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Thread: Thoughts for Memorial Day

  1. #1
    Regular Member SouthernBoy's Avatar
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    I wrote this in 1993. Seems it is still meaningful today.


    Thoughts for Memorial Day

    How should we celebrate this holiday?

    Stop and think a moment what makes men free. A republic, steeped in tradition and cognizant of its past, its present, and its destiny. A people, rich in resources and knowledgeable. Aware and leery of their assigned protectors; their government. Non-apathetic, they must remain vigilant, for the price of liberty is eternal vigilance. Constantly informed of events both from without and within the country, they must remain alert at all times. Humble before their God, their flag, their history, and their institutions, they must jealously guard that which has been passed down to them. And they must never forget, and must always honor and revere they who have fought and who have given their last full measure so that those who follow may remain free.

    This must be how the torch is passed. With humility. With honor. With respect. With reverence. With the assurance that the sacrifices of our forefathers will not have been made in vain. That a "government of the people, by the people, and for the people shall not perish from the earth".

    Those things in life most desired and cherished by some are the things most sought after by others. Freedom is the most sought after and the most cherished gift of all. Therefore, it is the thing others most want to control. Protect it. Love it. Nurture it. It is the most precious gift we can pass on to our children.

    When you are standing in a line at a store sale or sitting down to a picnic lunch or firing up the grill for a cookout or just taking a drive with the family, stop and think for a moment of the men and women who have given their all so that you may do these things. We owe them at least that much. Certainly more than empty words from empty hearts.


    In the final seconds of your life, just before your killer is about to dispatch you to that great eternal darkness, what would you rather have in your hand? A cell phone or a gun?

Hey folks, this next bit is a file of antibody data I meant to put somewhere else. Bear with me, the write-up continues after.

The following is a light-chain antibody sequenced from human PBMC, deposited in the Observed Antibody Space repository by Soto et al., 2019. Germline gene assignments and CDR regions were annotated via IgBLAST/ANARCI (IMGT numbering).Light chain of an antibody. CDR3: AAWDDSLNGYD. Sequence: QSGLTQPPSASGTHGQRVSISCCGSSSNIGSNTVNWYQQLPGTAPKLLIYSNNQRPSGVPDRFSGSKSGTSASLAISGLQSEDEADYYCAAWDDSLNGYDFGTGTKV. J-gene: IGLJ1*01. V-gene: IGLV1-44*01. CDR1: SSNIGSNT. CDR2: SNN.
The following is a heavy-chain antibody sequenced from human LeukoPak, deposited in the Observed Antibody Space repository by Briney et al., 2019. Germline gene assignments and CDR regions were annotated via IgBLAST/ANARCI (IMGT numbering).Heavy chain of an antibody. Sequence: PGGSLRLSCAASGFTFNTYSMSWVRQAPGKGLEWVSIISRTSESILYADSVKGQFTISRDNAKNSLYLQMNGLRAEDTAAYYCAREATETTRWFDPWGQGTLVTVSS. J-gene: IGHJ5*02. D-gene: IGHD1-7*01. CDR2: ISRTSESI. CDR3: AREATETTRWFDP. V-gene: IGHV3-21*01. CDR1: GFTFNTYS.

Si vis pacem, para bellum.

    America First!

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    Regular Member Dreamer's Avatar
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    I think that some OC picnics with lots of flyers to hand out would be a perfect way to celebrate this "holiday". What better way to remember those who have fought and died for our nation than to remind people what it was that they died for?

    Maybe that's what I'll do...
    It is our cause to dispel the foggy thinking which avoids hard decisions in the delusion that a world of conflict will somehow mysteriously resolve itself into a world of harmony, if we just don't rock the boat or irritate the forces of aggression—and this is hogwash."
    --Barry Goldwater, 1964

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    Regular Member SFCRetired's Avatar
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    "Happiness is a warm shotgun!!"
    "I am neither a pessimist nor a cynic. I am, rather, a realist."
    "The most dangerous things I've ever encountered were a Second Lieutenant with a map and a compass and a Private who was bored and had time on his hands."

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    Campaign Veteran GLOCK21GB's Avatar
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    Thank you
    http://youtu.be/xWgVGu3OR4U AACFI, Wisconsin / Minnesota Carry Certified. Action Pistol & Advanced Action pistol concepts + Urban Carbine course. When the entitlement Zombies begin looting, pillaging, raping, burning & killing..remember HEAD SHOTS it's the only way to kill a Zombie. Stockpile food & water now.